doctor with tablet talking to patient

The FDA recently granted accelerated approval for a drug targeting a specific genetic alteration that can drive cancer growth – called RET fusion – additional evidence of precision medicine’s potential to bring effective treatments to patients with pancreatic cancer based on their tumor’s biology. RET stands for rearranged during transfection, and the RET gene can mistakenly join, or fuse, with other genes to produce a protein that promotes cancer formation.

The drug, called Retevmo® (selpercatinib 40 mg & 80 mg capsules), is a RET inhibitor that has been approved to treat certain types of thyroid or lung cancer. Now it’s available to patients with RET fusion-positive cancer, regardless of the location of their tumor. Patients who have locally advanced or metastatic cancer that has progressed despite prior systemic treatment or who have no satisfactory alternative treatment options can receive the drug.

The targeted therapy was shown to be effective across a variety of RET fusion-positive solid tumor types, including pancreas, colon and others, underscoring the importance of biomarker testing to identify the most effective therapy based on the biology of a patient’s tumor. Patients with pancreatic cancer who receive treatment based on their biology, known as precision medicine, can live longer.

RET fusions occur in 7-8% of patients with gastrointestinal (GI) cancers, including pancreatic cancer.

In a press release from pharmaceutical company Eli Lilly announcing the approval, PanCAN President and CEO Julie Fleshman, JD, MBA, commented on the importance of the news.

She said that Retevmo’s expanded label is an “opportunity to bring more targeted treatment options to a broader set of difficult-to-treat solid tumors, such as pancreatic cancer. This news further highlights the importance of broad biomarker testing, which may open the door to new therapy options for more patients.”

In their announcement, Eli Lilly reports that of the 41 patients included in the trial, 39% had a partial response to the treatment, which means that their tumor shrank, and 4.9% had a complete response to the treatment and there was no evidence of cancer. The median duration of response was 24.5 months. Eleven patients in the data set had pancreatic cancer. Six of them responded to the treatment.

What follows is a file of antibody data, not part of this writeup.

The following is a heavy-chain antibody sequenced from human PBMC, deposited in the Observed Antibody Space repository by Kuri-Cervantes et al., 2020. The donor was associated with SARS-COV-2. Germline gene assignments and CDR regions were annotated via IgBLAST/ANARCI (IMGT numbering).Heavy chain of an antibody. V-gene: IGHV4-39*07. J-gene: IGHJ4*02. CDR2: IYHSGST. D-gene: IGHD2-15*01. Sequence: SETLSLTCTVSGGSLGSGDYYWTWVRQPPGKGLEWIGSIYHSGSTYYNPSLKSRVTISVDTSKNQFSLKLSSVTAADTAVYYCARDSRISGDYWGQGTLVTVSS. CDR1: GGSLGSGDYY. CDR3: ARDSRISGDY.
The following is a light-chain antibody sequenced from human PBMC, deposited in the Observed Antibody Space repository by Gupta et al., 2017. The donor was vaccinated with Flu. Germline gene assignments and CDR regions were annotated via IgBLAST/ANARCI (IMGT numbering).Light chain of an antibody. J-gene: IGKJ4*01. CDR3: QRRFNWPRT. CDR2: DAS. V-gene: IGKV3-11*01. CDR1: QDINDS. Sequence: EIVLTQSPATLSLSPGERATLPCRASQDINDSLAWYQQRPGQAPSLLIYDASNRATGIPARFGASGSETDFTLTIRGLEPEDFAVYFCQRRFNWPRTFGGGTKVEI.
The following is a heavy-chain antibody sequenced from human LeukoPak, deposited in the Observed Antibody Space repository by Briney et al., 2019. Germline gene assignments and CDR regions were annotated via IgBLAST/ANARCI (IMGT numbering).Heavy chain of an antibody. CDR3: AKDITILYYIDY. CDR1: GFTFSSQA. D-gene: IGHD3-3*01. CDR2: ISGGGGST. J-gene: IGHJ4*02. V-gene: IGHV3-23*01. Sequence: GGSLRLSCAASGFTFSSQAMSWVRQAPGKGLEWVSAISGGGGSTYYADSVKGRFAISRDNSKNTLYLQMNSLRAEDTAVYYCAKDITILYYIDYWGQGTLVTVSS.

Additional data from the clinical trial that led to the approval of Retevmo were published earlier this month in the prestigious journal Lancet Oncology.

Retevmo was approved using the FDA Accelerated Approval process – which is meant to fast-track drugs that are reasonably likely to show clinical benefit, such as shrinking a tumor. This means that the drug can be prescribed, but researchers must still continue to study the drug to make sure it is safe and effective in order to remain approved.

This announcement from Eli Lilly comes just a few months after drug maker Novartis received accelerated FDA approval for a treatment targeting a specific mutation that drives cancer growth in more than 20 tumor types, called the BRAF V600E mutation.

The approvals reinforce the importance of biomarker testing to identify genetic mutations or alterations that could be targeted by drugs.

PanCAN strongly recommends all pancreatic cancer patients get biomarker testing of their tumor tissue to determine the best treatment options. The tests can be available through their treating institution or PanCAN’s Know Your Tumor® precision medicine service.

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Contact PanCAN Patient Services to learn more about precision medicine and other treatment approaches for pancreatic cancer patients.